United States John McEnroe 1978, 1979, 1980, 1981, 1982, 1983, 1984
4 United States Bob Bryan 2003, 2004, 2009, 2014 2008, 2013
United States Mike Bryan 2003, 2004, 2009, 2014 2008, 2013
Canada Daniel Nestor 2007, 2008, 2010, 2011 1998, 2006
3 Sweden Anders Järryd 1985, 1986, 1991 1989, 1992
United States Rick Leach 1988, 1997, 2001
2 Australia Todd Woodbridge 1992, 1996 1993, 1994
Australia Mark Woodforde 1992, 1996 1993, 1994
Belarus Max Mirnyi 2006, 2011 2009, 2010
Netherlands Jacco Eltingh 1993, 1998 1995
Netherlands Paul Haarhuis 1993, 1998 1995
Serbia Nenad Zimonjić 2008, 2010 2005
Sweden Stefan Edberg 1985, 1986
Sweden Jonas Björkman 1994, 2006
1 United States Sherwood Stewart 1976 1982, 1984
Australia John Fitzgerald 1991 1989, 1992
The Bahamas Mark Knowles 2007 1998, 2006
United States Stan Smith 1970 1977
Czechoslovakia Tomáš Šmíd 1987 1983
France Guy Forget 1990 1986
Canada Sébastien Lareau 1999 1996
United States Alex O'Brien 1999 1996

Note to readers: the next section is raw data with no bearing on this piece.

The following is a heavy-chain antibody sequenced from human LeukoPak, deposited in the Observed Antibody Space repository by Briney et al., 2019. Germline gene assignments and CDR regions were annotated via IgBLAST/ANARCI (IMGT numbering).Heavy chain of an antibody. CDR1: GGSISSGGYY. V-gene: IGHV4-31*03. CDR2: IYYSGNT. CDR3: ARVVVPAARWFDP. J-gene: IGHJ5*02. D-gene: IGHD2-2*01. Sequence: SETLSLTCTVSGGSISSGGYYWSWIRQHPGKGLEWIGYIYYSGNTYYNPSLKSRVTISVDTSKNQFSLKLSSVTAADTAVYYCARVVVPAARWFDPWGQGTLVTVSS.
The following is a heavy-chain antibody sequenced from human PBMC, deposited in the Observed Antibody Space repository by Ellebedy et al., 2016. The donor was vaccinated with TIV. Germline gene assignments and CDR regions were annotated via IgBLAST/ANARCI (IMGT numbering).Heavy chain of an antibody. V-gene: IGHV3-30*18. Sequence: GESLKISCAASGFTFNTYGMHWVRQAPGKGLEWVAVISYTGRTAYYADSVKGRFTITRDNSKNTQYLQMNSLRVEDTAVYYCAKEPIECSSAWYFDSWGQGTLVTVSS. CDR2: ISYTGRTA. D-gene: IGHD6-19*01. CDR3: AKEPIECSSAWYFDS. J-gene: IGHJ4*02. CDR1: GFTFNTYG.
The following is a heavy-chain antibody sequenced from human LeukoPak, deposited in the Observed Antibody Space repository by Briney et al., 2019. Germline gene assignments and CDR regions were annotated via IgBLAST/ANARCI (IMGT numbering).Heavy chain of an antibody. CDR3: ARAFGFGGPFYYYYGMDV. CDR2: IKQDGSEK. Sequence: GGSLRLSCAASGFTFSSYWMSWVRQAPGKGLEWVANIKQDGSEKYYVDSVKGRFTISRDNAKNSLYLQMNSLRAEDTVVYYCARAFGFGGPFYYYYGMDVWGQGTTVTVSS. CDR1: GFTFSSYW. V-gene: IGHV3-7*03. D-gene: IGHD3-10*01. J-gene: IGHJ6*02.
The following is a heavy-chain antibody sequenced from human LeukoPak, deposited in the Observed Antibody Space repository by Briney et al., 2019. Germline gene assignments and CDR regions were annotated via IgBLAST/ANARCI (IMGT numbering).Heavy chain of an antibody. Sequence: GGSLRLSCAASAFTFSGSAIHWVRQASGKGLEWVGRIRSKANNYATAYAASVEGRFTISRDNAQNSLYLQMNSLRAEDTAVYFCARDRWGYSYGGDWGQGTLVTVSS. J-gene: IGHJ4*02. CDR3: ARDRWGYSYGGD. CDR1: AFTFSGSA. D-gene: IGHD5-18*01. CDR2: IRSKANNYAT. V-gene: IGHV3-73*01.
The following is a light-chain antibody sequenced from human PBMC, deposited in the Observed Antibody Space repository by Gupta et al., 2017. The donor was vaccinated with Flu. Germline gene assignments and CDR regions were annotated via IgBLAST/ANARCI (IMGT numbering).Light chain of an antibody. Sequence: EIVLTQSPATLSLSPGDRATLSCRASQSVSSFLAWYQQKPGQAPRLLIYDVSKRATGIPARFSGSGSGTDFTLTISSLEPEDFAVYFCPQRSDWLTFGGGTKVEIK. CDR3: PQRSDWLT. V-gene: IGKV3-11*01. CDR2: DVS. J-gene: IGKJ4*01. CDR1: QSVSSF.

France Michaël Llodra 2005 2003
France Fabrice Santoro 2005 2003
United States Arthur Ashe 1970
Spain Juan Gisbert 1975
Spain Manuel Orantes 1975
United States Fred McNair 1976
South Africa Bob Hewitt 1977
South Africa Frew McMillan 1977
Czechoslovakia Miloslav Mečíř 1987
United States Jim Pugh 1988
United States Jim Grabb 1989
United States Patrick McEnroe 1989
Switzerland Jakob Hlasek 1990
Sweden Jan Apell 1994
Canada Grant Connell 1995
United States Patrick Galbraith 1995
United States Jonathan Stark 1997
United States Donald Johnson 2000
South Africa Piet Norval 2000
South Africa Ellis Ferreira 2001
Spain Marcel Granollers 2012
Spain Marc López 2012
Spain David Marrero 2013
Spain Fernando Verdasco 2013

Records[edit]

  • Most titles:[9]
1.Switzerland Roger Federer, 6 (2003, 2004, 2006, 2007, 2010, 2011)